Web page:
What You Should Know
Entoloma sepium is a species of Fungi in the family Entolomataceae. The cap of Entoloma sepium is frequently colored brown, gray, white, and yellow. The color of the flesh is often brown, orange, red, and white. The gills of Entoloma sepium are regularly colored pink, red, white, and yellow. The stem is often colored white and yellow. When cut, the coloring of Entoloma sepium changes to brown and red. The spore dust is frequently colored red. It grows mainly on forest soils and meadows. Its main season begins in March and ends in September.
Entoloma sepium Mushroom Identification
3 to 10cm across; initially conical, becoming convex with a slight umbo and a wavy margin; surface slightly greasy when fresh, often with fine silky radial fibrils; flesh firm and white.
Adnate, crowded; white or very pale grey at first, becoming pink at maturity.
4 to 9cm long and 5 to 15mm dia.; color as cap or paler, especially towards base; sometimes with reddish longitudinal fibrils; cylindrical or slightly clavate at base; no stem ring.
Angular, subglobose, 7-10 x 6.8-9μm.
Odor and Taste
Usually in small groups in grass or leaf litter under trees or bushes of the family Rosaceae, with which they may be mycorrhizal.
Fruiting from spring to midsummer.
Entoloma sepium Look-Alikes
Entoloma clypeatum Share the same habitat and appear simultaneously. Typical fresh specimens of E. clypeatum have brown or gray-brown caps (significantly darker than those of E. sepium). Sometimes, however, distinguishing between the two is extremely difficult. For example, there are specimens of E. clypeatum with lighter caps or those that have become lighter or cracked due to drought.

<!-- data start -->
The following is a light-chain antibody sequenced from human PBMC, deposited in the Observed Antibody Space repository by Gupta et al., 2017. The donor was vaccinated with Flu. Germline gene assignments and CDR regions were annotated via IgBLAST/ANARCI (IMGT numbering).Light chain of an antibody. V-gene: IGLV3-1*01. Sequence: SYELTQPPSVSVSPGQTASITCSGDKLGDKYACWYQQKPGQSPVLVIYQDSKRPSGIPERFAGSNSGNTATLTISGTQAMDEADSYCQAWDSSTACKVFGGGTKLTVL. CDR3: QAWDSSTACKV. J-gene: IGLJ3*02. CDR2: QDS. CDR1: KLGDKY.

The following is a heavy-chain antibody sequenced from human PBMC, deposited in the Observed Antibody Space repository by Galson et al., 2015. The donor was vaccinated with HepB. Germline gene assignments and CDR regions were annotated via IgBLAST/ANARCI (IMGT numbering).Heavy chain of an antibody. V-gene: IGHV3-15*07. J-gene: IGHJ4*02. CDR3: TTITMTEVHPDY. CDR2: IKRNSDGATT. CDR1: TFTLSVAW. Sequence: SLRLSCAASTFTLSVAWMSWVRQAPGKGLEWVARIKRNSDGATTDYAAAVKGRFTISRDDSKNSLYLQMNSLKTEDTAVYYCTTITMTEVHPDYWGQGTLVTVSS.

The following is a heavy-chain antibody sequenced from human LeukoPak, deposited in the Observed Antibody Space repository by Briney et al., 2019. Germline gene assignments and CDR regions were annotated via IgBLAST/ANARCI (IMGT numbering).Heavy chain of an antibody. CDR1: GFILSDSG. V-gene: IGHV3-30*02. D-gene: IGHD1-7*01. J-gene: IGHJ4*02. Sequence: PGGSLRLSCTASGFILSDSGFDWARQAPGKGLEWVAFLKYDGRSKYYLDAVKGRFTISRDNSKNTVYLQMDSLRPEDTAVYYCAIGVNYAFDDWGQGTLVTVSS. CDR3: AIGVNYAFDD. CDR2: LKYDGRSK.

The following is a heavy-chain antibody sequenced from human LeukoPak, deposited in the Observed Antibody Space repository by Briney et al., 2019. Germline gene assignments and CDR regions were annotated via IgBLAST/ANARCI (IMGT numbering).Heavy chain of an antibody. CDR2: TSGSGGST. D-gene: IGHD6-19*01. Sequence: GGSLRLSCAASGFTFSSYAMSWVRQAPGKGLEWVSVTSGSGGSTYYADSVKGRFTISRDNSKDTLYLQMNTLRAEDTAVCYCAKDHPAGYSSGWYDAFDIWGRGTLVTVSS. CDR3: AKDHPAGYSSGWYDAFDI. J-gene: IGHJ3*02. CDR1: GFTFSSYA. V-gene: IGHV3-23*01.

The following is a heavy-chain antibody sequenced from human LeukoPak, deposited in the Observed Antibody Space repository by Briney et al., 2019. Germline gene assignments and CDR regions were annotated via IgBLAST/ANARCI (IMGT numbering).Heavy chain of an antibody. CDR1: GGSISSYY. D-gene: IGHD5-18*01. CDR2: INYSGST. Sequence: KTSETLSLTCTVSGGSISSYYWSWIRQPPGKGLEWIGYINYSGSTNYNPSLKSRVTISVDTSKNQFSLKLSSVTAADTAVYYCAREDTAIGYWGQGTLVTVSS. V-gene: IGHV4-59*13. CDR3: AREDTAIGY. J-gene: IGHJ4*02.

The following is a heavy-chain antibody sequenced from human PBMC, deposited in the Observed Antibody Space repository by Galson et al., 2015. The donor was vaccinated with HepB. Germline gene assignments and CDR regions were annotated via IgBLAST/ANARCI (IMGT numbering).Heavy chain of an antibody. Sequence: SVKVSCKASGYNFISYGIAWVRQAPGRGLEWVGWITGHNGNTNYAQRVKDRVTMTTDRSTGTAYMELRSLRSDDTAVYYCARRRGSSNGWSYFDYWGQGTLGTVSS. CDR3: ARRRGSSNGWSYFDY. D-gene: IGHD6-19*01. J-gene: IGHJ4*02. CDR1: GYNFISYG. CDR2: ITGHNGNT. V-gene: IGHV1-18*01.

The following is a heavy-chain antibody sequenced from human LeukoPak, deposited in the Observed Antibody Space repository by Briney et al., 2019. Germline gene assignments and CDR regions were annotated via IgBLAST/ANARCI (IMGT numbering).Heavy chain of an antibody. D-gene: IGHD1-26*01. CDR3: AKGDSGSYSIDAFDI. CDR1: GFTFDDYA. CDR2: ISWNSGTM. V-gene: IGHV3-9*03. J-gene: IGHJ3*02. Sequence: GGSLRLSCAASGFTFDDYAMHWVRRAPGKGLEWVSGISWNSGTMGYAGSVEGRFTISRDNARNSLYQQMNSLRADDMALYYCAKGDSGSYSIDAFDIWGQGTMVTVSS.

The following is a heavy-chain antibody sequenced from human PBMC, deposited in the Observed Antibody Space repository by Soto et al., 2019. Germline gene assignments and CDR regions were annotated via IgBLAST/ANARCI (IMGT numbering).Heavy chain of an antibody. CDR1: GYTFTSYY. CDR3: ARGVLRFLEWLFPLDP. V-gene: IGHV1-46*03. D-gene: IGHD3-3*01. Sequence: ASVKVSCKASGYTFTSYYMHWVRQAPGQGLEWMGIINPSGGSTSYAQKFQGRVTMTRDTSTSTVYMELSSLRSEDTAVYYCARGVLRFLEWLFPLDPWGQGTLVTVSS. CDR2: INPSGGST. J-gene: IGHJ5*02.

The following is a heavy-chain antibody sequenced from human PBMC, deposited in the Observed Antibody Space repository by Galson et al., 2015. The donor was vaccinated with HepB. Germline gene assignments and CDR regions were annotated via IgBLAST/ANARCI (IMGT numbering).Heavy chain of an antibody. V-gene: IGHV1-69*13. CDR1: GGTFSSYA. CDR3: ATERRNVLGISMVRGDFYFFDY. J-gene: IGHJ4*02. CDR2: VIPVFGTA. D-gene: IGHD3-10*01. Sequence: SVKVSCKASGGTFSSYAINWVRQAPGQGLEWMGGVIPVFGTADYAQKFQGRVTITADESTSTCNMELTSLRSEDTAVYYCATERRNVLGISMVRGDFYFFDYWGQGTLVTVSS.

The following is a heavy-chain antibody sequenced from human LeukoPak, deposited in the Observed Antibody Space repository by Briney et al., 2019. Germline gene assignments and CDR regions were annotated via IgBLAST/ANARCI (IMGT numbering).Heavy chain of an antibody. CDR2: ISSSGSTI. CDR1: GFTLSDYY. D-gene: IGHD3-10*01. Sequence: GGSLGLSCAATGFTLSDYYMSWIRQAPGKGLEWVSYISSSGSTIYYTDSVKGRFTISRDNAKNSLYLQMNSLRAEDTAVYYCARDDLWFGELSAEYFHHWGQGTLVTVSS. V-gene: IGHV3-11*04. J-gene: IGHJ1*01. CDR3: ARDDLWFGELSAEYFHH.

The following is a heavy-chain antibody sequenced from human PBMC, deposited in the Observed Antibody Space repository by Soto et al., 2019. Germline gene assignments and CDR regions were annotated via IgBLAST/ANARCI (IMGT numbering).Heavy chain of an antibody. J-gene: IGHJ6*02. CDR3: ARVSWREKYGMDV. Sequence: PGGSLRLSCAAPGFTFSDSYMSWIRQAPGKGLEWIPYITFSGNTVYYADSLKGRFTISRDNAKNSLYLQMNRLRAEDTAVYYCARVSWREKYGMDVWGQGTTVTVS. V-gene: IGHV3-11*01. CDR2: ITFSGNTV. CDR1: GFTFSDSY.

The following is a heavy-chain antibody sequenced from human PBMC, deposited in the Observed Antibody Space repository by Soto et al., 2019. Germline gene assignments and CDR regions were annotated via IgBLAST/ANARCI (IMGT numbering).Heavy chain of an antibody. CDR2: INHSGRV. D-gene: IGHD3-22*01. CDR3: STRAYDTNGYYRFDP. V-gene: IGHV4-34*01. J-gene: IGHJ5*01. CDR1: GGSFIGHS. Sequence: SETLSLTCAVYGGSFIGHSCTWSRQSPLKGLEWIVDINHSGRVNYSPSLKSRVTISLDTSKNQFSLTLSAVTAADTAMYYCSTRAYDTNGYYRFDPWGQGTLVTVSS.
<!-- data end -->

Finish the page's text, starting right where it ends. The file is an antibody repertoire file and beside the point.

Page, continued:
An important feature that helps in such cases is the tendency of E. sepium flesh to turn orange-pink in case of injury and stay. This is demonstrated by cutting the stump, where insect larvae often dig, turning the flesh orange-pink.
Separately, another species is described that shares this habitat, but has pure white fruiting bodies - Entoloma niphoides. Entoloma saundersii is a rare early spring species that has a silver-gray cap and grows under elms (Ulmus), but there are reports that it can also grow under roses.
Poison plum (Entoloma sinuatum) is a large, fleshy mushroom with yellow lamellae in young mushrooms. It grows in deciduous forests from early summer to autumn.
Entoloma sepium Taxonomy and Etymology
When in 1838 French mycologists Jean Baptiste Noulet (1802 - 1890) and Henri Gabirel Benoit Dassier de la Chassagne (1748 -1816) described this pink gill they gave it the scientific name Agaricus sepius. (In the early days of fungal taxonomy most gilled fungi were initially placed in a giant Agaricus genus, now largely redistributed across many other genera.) It was in 1888 that Charles Édouard Richon (1820 - 1893) and Ernest Roze (1833 -1900) transferred this species to the genus Entoloma, at which point its scientific name became Entoloma sepium.
The generic name Entoloma comes from ancient Greek words entos, meaning inner, and lóma, meaning a fringe or a hem. It is a reference to the inrolled margins of many of the mushrooms in this genus.
The specific epithet sepium may come from the Latin noun sepis, a surrounding hedge or fence; hence sepium would imply 'of hedges' - and hawthorn and blackthorn, which are common hedging plants, are members of the family Rosaceae with which Entoloma sepium is associated.
Entoloma sepium Synonyms
Entoloma clypeatum var. sepium (Noulet & Dass.) G. Poirault & Roze, 1880
Entoloma saepium (Noulet & Dass.) Richon & Roze, 1880
Rhodophyllus sepius (Noulet & Dass.) Romagn., 1947
Rhodophyllus sepium (Noulet & Dass.) Romagn., 1947
Rhodophyllus clypeatus var. murinus Quél., 1898
Photo 1 - Author: Davide Puddu (Davide Puddu) (Creative Commons Attribution-Share Alike 3.0 Unported)